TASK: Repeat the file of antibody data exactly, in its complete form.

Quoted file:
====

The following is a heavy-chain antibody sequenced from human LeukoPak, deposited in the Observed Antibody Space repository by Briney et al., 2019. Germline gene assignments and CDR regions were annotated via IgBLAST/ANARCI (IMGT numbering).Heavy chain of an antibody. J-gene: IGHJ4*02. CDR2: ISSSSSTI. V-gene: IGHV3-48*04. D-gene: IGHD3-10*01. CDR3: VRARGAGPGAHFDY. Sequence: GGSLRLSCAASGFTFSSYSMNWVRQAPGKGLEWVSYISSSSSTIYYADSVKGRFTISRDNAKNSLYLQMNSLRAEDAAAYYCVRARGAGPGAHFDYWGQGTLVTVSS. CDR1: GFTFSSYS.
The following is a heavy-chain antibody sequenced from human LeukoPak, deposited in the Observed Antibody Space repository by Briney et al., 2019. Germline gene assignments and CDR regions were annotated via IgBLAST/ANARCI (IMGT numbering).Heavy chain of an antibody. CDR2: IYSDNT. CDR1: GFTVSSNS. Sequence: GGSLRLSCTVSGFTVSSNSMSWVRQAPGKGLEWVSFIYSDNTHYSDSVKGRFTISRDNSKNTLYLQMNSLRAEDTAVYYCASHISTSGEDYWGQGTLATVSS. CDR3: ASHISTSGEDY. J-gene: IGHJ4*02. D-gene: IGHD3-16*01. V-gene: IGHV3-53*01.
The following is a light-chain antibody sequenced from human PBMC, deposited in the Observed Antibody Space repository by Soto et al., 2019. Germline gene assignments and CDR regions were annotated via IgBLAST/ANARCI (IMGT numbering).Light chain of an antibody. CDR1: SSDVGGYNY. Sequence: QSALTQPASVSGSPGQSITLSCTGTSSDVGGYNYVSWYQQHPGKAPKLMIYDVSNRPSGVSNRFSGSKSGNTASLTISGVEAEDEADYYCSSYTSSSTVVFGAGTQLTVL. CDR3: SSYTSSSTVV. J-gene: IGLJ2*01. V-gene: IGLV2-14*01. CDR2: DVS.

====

The following is a heavy-chain antibody sequenced from human LeukoPak, deposited in the Observed Antibody Space repository by Briney et al., 2019. Germline gene assignments and CDR regions were annotated via IgBLAST/ANARCI (IMGT numbering).Heavy chain of an antibody. J-gene: IGHJ4*02. CDR2: ISSSSSTI. V-gene: IGHV3-48*04. D-gene: IGHD3-10*01. CDR3: VRARGAGPGAHFDY. Sequence: GGSLRLSCAASGFTFSSYSMNWVRQAPGKGLEWVSYISSSSSTIYYADSVKGRFTISRDNAKNSLYLQMNSLRAEDAAAYYCVRARGAGPGAHFDYWGQGTLVTVSS. CDR1: GFTFSSYS.
The following is a heavy-chain antibody sequenced from human LeukoPak, deposited in the Observed Antibody Space repository by Briney et al., 2019. Germline gene assignments and CDR regions were annotated via IgBLAST/ANARCI (IMGT numbering).Heavy chain of an antibody. CDR2: IYSDNT. CDR1: GFTVSSNS. Sequence: GGSLRLSCTVSGFTVSSNSMSWVRQAPGKGLEWVSFIYSDNTHYSDSVKGRFTISRDNSKNTLYLQMNSLRAEDTAVYYCASHISTSGEDYWGQGTLATVSS. CDR3: ASHISTSGEDY. J-gene: IGHJ4*02. D-gene: IGHD3-16*01. V-gene: IGHV3-53*01.
The following is a light-chain antibody sequenced from human PBMC, deposited in the Observed Antibody Space repository by Soto et al., 2019. Germline gene assignments and CDR regions were annotated via IgBLAST/ANARCI (IMGT numbering).Light chain of an antibody. CDR1: SSDVGGYNY. Sequence: QSALTQPASVSGSPGQSITLSCTGTSSDVGGYNYVSWYQQHPGKAPKLMIYDVSNRPSGVSNRFSGSKSGNTASLTISGVEAEDEADYYCSSYTSSSTVVFGAGTQLTVL. CDR3: SSYTSSSTVV. J-gene: IGLJ2*01. V-gene: IGLV2-14*01. CDR2: DVS.